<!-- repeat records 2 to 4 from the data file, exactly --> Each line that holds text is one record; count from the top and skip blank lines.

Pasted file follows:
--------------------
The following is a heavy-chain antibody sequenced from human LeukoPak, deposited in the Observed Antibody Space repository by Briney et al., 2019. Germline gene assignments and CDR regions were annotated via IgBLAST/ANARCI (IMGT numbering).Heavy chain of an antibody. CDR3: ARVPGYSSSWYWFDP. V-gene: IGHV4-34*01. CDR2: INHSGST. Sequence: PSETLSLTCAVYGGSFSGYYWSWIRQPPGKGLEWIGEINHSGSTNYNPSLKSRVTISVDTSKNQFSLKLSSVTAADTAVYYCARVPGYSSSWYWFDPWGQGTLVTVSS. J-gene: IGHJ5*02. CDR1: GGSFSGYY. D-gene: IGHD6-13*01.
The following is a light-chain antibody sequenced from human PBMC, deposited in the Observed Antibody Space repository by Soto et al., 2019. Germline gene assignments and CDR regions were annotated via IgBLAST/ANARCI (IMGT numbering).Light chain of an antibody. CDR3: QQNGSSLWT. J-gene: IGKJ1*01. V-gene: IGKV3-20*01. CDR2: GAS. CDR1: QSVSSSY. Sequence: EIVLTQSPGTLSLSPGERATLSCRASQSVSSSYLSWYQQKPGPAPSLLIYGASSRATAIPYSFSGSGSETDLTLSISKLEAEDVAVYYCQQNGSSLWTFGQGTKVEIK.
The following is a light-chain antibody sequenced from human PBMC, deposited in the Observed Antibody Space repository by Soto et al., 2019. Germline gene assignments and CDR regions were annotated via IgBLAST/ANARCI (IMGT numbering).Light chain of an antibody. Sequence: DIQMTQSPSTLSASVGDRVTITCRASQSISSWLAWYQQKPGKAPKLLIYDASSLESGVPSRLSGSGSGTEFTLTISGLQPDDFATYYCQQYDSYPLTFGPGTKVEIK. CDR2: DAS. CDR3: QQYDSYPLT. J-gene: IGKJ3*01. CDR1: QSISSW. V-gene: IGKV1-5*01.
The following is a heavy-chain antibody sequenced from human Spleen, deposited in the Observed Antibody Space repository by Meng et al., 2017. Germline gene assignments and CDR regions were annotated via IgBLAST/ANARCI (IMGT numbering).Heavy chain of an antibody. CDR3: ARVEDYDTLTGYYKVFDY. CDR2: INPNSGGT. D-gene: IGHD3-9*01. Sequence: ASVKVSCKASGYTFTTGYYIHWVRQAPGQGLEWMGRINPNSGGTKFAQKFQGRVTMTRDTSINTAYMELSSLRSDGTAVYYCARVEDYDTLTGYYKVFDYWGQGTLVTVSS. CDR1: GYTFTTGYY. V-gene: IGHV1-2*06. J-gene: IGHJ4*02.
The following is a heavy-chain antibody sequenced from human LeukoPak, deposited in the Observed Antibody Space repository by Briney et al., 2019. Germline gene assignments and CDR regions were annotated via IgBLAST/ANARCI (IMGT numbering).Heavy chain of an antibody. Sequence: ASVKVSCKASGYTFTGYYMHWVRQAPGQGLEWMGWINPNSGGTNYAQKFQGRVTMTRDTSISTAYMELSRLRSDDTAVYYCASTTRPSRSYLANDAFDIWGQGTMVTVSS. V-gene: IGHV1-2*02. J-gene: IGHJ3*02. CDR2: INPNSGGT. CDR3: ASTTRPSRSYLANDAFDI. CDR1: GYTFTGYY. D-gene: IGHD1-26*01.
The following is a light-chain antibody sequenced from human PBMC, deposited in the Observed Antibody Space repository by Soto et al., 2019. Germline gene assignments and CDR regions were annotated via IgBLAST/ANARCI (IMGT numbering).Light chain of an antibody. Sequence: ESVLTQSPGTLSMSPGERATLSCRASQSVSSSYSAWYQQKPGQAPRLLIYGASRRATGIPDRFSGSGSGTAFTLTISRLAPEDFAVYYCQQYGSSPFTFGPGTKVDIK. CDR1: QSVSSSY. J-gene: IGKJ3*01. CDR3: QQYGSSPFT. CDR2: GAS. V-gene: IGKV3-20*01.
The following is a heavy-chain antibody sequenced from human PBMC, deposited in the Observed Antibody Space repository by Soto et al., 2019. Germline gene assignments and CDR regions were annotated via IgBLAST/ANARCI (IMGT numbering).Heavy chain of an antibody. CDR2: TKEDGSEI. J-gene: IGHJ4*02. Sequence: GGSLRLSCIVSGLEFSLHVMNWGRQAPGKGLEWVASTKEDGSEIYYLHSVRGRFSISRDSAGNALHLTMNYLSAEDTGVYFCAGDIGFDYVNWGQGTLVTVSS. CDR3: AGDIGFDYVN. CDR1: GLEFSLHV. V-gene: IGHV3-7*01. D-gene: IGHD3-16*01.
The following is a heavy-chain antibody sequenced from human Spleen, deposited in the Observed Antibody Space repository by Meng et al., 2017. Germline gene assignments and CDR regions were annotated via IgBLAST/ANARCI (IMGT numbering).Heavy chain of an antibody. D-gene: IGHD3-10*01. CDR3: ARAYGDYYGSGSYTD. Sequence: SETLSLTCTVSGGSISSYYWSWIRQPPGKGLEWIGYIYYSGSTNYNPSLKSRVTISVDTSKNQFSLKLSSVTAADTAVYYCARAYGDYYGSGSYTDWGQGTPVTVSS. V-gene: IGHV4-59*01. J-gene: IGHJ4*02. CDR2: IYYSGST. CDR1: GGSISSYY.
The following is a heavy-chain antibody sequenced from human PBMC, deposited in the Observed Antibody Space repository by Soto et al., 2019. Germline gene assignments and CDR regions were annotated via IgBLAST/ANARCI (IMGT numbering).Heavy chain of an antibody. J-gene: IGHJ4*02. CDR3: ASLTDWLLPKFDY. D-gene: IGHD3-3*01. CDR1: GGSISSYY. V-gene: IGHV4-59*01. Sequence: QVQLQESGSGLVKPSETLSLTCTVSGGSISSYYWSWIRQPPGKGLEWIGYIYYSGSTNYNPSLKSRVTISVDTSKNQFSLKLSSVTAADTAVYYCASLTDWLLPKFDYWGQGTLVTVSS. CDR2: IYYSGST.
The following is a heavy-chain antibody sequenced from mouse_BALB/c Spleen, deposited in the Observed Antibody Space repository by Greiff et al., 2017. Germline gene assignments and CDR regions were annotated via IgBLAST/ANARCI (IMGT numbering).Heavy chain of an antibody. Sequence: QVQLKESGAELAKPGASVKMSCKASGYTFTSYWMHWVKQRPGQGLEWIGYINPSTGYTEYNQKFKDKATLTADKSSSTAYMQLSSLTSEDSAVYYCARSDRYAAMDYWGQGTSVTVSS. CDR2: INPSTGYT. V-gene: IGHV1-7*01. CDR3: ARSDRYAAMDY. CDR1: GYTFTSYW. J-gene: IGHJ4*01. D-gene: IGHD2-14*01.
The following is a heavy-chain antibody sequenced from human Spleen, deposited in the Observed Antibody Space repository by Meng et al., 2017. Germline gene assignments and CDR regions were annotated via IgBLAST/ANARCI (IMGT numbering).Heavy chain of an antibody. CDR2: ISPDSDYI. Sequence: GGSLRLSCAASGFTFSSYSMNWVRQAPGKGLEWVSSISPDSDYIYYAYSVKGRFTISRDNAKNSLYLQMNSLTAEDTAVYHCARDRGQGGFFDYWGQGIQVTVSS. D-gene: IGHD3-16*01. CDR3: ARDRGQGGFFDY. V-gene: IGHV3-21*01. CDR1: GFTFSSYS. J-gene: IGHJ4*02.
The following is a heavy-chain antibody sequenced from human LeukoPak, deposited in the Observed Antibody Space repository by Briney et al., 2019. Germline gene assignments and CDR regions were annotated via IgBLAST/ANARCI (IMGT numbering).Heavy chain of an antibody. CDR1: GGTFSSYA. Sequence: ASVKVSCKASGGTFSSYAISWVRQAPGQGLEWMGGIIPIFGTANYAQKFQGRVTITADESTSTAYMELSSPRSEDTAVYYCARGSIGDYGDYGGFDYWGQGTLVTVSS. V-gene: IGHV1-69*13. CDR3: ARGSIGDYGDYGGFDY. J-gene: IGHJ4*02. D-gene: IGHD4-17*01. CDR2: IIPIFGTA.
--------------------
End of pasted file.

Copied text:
The following is a light-chain antibody sequenced from human PBMC, deposited in the Observed Antibody Space repository by Soto et al., 2019. Germline gene assignments and CDR regions were annotated via IgBLAST/ANARCI (IMGT numbering).Light chain of an antibody. CDR3: QQNGSSLWT. J-gene: IGKJ1*01. V-gene: IGKV3-20*01. CDR2: GAS. CDR1: QSVSSSY. Sequence: EIVLTQSPGTLSLSPGERATLSCRASQSVSSSYLSWYQQKPGPAPSLLIYGASSRATAIPYSFSGSGSETDLTLSISKLEAEDVAVYYCQQNGSSLWTFGQGTKVEIK.
The following is a light-chain antibody sequenced from human PBMC, deposited in the Observed Antibody Space repository by Soto et al., 2019. Germline gene assignments and CDR regions were annotated via IgBLAST/ANARCI (IMGT numbering).Light chain of an antibody. Sequence: DIQMTQSPSTLSASVGDRVTITCRASQSISSWLAWYQQKPGKAPKLLIYDASSLESGVPSRLSGSGSGTEFTLTISGLQPDDFATYYCQQYDSYPLTFGPGTKVEIK. CDR2: DAS. CDR3: QQYDSYPLT. J-gene: IGKJ3*01. CDR1: QSISSW. V-gene: IGKV1-5*01.
The following is a heavy-chain antibody sequenced from human Spleen, deposited in the Observed Antibody Space repository by Meng et al., 2017. Germline gene assignments and CDR regions were annotated via IgBLAST/ANARCI (IMGT numbering).Heavy chain of an antibody. CDR3: ARVEDYDTLTGYYKVFDY. CDR2: INPNSGGT. D-gene: IGHD3-9*01. Sequence: ASVKVSCKASGYTFTTGYYIHWVRQAPGQGLEWMGRINPNSGGTKFAQKFQGRVTMTRDTSINTAYMELSSLRSDGTAVYYCARVEDYDTLTGYYKVFDYWGQGTLVTVSS. CDR1: GYTFTTGYY. V-gene: IGHV1-2*06. J-gene: IGHJ4*02.